Scientist to be sealed plant-filled “bell jar” at the Eden Project for BBC photosynthesis experiment
Scientist and television Presenter Professor Iain Stewart is to take part in a unique experiment to demonstrate the importance of plants to human survival.
As part of a major new BBC TWO documentary series called How Plants Made the World (working title) he will live inside a sealed, airtight chamber for 48 hours situated in the spectacular surroundings of the at the Eden Project in Cornwall. The chamber will be full of dozens of plants and Iain will be entirely dependent on the oxygen they produce to keep him alive.
The chamber is intended to be a powerful demonstration of how plants act as the lungs of planet Earth, providing all the oxygen that sustains us.
Visitors to the Rainforest Biome at the Eden Project on Friday September 16 and Saturday September 17 will be able to witness Iain Stewart living in the 30m3 custom-built clear Perspex chamber.
Among the plants, he will have a hammock to sleep in, a laptop to work on and a small chemical toilet. Temperature and humidity will be kept at an optimum level for the plants. Specialist lights will be placed both inside and outside the chamber to ensure the plants are continuously lit throughout the day and night, providing the energy for photosynthesis to take place.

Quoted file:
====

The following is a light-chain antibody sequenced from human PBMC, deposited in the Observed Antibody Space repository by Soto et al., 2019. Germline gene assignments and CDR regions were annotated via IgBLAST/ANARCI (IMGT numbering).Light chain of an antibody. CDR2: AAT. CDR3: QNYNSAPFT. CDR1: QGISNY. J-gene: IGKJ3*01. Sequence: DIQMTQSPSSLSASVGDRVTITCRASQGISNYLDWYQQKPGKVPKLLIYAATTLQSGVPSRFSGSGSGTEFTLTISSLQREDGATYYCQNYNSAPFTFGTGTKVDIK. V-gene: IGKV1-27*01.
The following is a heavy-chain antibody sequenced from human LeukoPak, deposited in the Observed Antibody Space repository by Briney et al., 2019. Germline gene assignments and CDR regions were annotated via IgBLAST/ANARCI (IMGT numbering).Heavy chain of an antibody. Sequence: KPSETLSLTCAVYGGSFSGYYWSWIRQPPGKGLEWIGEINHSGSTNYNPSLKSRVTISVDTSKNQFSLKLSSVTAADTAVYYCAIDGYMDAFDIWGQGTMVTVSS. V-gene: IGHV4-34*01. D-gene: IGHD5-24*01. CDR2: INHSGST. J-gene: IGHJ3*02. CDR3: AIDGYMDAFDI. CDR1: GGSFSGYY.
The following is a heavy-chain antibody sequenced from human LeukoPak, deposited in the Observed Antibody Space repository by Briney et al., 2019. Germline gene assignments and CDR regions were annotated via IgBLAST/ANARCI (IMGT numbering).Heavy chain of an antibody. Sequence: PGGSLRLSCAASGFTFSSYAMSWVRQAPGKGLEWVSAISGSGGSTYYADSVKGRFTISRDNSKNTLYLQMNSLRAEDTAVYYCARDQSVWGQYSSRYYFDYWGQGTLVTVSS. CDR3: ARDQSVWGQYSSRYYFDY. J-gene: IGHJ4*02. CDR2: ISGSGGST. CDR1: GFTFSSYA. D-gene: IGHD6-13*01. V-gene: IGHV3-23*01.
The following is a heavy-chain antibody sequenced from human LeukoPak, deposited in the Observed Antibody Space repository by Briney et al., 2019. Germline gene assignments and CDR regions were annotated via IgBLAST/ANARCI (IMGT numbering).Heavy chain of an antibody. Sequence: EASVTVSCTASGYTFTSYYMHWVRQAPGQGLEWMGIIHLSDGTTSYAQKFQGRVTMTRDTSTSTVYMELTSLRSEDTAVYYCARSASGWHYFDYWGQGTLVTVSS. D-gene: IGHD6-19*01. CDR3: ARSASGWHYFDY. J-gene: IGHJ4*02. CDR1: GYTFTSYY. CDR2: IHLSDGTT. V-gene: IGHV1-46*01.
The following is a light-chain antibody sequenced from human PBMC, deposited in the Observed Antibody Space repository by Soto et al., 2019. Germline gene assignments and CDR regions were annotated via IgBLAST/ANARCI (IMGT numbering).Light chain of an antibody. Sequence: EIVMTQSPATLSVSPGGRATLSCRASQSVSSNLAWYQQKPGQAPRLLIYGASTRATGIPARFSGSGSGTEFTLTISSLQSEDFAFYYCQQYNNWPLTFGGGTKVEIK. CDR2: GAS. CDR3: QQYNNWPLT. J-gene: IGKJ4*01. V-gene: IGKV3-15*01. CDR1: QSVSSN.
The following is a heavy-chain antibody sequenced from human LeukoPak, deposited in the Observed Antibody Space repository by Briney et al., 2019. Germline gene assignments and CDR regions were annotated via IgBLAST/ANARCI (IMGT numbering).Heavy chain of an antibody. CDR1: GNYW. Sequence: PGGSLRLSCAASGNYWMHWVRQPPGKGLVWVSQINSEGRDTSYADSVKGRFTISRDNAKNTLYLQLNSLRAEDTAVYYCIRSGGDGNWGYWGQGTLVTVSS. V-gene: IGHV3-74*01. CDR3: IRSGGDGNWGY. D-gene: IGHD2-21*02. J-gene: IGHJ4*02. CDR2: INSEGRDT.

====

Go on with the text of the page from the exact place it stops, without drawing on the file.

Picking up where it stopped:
Iain said: “This experiment has never been done before with a human – it seems a fascinating challenge to see if plants really could keep a person alive. I cannot think of a more powerful way of driving home to the viewer the importance of photosynthesis.”
The experiment has taken months of careful planning and a wide variety of experts have been involved in the preparation.
Iain will be attached to various medical sensors which record his vital signs. Specialist doctors from University College London’s Centre for Altitude Space and Extreme Environment Medicine and the Royal Free Hospital will be on site at all times and will be carrying out various tests on Iain to explore the effects of reduced oxygen.
The levels of carbon dioxide and oxygen inside the chamber are critical - they will be monitored closely and full safety procedures are in place if they drop too far.
Andrew Thompson, Series Producer, said: “We often overlook the role of plants in sustaining life on earth. We hope this will bring home to viewers in a compelling and revelatory way just how crucial they are to our existence.”
Alistair Griffiths, the Eden Project's Horticultural Science Curator who has been working closely with the BBC on the experiment, said: "As we go about our daily lives we often take the thousands of plants around us for granted, especially with regards to the oxygen they produce so that we can breath.
“This experiment is a direct illustration that there would be no human life on earth without plants. This is why we need to be good stewards of the plants and the planet that sustains us. I am really excited about the outcome and the learnings that will be gained from this experiment."
The experiment echoes the experiment first tried by the pioneering scientist Joseph Priestly. In 1772 he showed that a mouse could survive in an airtight chamber full of plants yet could only live a short time in a box without them. It was an early demonstration of the importance of plants in creating the oxygen essential for life on earth.